More Than Just a Pokerface: Lady Gaga as Architectural Cipher


“I don’t feel like I look like the other perfect little pop singers. I think I’m changing what people think is sexy.” Immortal words from Lady Gaga, 2009’s poster child for avant-garde pop and the Ambassador of No Pants Land. Surrounded by a latex-clad coterie nicknamed Haus of Gaga (loosely modeled after Warhol’s Factory), Gaga’s remarkable wardrobe is like architecture from outer space. So what cutting-edge designers and architects might the Lady be referencing? Our speculations after the jump.

The artist formerly known as Stefani Germanotta adopted a bubble-wrapped leotard during her first solo tour in March 2009. She was likely following the lead of Buckminster Fuller (stage name: Bucky) and this outré version of his signature geodesic dome.

At first glance, this coiled silver tube dress reads Zaha Hadid, but there’s no escaping the comparison to Renzo Piano‘s Parco della Musica auditorium in Rome.

Nice facets! Angular forms and a white palette reference Konstantin Gricic‘s Bench One for Magis. See also: “aesthetically controversial, technically demanding.”

Laser-cut lace is both old school and modern thanks to new production techniques, as both Lady Gaga and designer Marcel Wanders know well.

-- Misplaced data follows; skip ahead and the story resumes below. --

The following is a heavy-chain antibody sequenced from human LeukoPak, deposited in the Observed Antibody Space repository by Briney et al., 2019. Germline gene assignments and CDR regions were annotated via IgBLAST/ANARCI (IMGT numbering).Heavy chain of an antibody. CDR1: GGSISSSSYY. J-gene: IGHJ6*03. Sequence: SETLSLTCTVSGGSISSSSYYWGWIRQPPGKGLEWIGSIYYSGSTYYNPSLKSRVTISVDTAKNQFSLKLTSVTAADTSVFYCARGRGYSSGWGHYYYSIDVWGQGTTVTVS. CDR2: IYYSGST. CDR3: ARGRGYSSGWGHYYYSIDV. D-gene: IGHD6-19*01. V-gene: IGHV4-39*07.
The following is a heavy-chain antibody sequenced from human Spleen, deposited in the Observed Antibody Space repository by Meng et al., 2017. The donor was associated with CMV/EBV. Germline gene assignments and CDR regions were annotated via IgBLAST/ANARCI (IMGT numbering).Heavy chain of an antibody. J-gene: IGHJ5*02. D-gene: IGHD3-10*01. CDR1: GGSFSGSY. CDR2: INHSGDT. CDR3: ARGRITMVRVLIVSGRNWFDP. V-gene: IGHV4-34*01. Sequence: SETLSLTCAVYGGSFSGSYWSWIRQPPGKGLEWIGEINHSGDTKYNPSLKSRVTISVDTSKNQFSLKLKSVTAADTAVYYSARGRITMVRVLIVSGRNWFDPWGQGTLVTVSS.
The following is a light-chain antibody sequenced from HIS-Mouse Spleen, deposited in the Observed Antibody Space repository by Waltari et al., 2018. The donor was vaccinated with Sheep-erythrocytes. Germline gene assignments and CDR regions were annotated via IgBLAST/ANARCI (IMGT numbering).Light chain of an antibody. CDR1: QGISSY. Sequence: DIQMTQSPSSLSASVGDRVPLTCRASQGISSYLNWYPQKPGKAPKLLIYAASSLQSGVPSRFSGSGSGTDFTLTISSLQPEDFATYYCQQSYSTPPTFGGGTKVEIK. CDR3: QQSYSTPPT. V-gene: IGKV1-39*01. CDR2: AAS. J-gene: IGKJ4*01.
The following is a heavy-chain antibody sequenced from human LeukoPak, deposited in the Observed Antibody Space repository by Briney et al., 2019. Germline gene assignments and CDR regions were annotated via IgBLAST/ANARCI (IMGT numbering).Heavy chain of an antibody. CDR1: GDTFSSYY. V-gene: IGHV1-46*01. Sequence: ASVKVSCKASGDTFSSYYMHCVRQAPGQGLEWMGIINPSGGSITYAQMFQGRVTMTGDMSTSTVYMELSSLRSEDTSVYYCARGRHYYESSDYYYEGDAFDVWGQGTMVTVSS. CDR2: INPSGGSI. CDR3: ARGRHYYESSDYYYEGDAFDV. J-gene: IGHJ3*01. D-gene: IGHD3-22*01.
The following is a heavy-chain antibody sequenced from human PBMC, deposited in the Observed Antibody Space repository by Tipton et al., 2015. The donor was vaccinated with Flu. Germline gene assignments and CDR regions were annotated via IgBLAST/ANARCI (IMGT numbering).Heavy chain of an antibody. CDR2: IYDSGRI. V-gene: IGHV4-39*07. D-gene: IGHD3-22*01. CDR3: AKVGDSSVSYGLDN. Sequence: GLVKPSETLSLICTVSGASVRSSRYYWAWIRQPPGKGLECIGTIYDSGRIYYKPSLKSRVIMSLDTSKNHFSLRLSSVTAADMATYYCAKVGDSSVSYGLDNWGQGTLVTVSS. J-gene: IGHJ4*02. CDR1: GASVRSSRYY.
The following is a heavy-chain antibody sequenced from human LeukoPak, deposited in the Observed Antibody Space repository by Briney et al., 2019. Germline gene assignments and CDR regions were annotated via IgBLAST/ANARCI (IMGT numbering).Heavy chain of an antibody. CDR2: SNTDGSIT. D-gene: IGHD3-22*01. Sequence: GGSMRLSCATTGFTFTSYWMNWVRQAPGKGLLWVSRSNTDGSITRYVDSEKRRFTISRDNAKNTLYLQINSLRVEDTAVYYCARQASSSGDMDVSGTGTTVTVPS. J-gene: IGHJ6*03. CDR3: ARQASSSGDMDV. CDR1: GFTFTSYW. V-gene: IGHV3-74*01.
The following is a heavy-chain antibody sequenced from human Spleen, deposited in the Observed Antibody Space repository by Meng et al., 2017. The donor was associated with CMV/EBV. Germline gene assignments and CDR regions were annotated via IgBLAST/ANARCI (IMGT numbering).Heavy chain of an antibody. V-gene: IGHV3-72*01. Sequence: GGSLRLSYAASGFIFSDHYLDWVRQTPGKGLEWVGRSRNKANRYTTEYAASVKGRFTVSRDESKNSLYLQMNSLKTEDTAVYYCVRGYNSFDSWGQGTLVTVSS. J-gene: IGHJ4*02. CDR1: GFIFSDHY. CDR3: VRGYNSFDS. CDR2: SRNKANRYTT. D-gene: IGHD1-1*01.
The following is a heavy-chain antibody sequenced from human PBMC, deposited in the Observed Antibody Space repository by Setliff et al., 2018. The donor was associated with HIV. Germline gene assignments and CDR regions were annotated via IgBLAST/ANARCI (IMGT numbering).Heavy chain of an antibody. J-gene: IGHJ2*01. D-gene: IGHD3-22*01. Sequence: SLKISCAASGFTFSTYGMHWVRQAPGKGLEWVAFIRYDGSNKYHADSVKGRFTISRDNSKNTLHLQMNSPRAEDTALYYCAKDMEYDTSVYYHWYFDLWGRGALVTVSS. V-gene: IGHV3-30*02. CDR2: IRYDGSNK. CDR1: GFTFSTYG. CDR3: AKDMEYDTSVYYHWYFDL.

A structured, geometric frock with a freewheeling swoop of skirt reminds us of the controlled exuberance and architectural daring of Santiago Calatrava, as seen in his design for an airport railway station in Lyon.

Dressed like a demented Delft figurine, Gaga is clearly going for Tord Boontje‘s contemporary china pattern as seen in his old school Rough and Ready series from 1998.

The priest of industrial design himself, Monsieur Philippe Starck, should be a major point of reference for the Lady. Check out the Prive Caprice‘s sexy black leather and sleek stems. Hot.

Only the most conceptual attire is appropriate for an appearance on Ellen. Suitably, we’re thinking about the sublime architecture of Etienne Boullée, such as the 1784 cenotaph in honor of Isaac Newton.

Okay, this is getting too easy. A Kermit suit may seem like a nutjob getup, until you realize the Campana brothers started producing their stuffed animal seating in 2003 when Stef was probably still working at Def Jam. Or stripping.

And we like to think Gaga’s tipping her teacup to the biggest design lothario of them all, master swordsman Frank Lloyd Wright, when she explains in this clip that a little lovin’ shouldn’t damage one’s creative output:

So tell us; what Gaga design inspirations did we miss?

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